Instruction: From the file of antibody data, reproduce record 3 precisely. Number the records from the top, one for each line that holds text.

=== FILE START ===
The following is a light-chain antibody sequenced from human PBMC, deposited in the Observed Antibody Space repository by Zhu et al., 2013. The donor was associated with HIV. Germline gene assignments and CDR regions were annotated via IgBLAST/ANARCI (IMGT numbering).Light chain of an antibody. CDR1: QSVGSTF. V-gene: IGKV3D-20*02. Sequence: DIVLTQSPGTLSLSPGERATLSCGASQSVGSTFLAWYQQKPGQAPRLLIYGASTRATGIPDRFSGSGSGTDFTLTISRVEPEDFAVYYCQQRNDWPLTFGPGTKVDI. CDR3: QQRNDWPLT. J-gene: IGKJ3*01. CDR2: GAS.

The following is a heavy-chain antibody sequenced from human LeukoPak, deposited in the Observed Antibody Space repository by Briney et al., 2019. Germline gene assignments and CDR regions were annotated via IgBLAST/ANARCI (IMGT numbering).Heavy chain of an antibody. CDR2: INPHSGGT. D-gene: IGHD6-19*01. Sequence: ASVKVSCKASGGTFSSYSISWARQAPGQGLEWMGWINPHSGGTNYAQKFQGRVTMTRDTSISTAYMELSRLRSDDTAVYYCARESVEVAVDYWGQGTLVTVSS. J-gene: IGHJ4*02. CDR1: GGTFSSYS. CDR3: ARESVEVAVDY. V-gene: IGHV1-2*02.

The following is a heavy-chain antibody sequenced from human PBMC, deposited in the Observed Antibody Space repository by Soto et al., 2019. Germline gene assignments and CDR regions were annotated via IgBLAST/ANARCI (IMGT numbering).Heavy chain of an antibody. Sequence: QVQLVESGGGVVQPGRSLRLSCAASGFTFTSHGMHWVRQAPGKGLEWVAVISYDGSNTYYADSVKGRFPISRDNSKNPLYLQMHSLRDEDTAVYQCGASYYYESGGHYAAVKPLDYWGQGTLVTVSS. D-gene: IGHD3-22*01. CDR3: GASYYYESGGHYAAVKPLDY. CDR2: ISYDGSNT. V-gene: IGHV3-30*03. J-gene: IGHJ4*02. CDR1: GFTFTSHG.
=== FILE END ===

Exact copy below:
The following is a heavy-chain antibody sequenced from human PBMC, deposited in the Observed Antibody Space repository by Soto et al., 2019. Germline gene assignments and CDR regions were annotated via IgBLAST/ANARCI (IMGT numbering).Heavy chain of an antibody. Sequence: QVQLVESGGGVVQPGRSLRLSCAASGFTFTSHGMHWVRQAPGKGLEWVAVISYDGSNTYYADSVKGRFPISRDNSKNPLYLQMHSLRDEDTAVYQCGASYYYESGGHYAAVKPLDYWGQGTLVTVSS. D-gene: IGHD3-22*01. CDR3: GASYYYESGGHYAAVKPLDY. CDR2: ISYDGSNT. V-gene: IGHV3-30*03. J-gene: IGHJ4*02. CDR1: GFTFTSHG.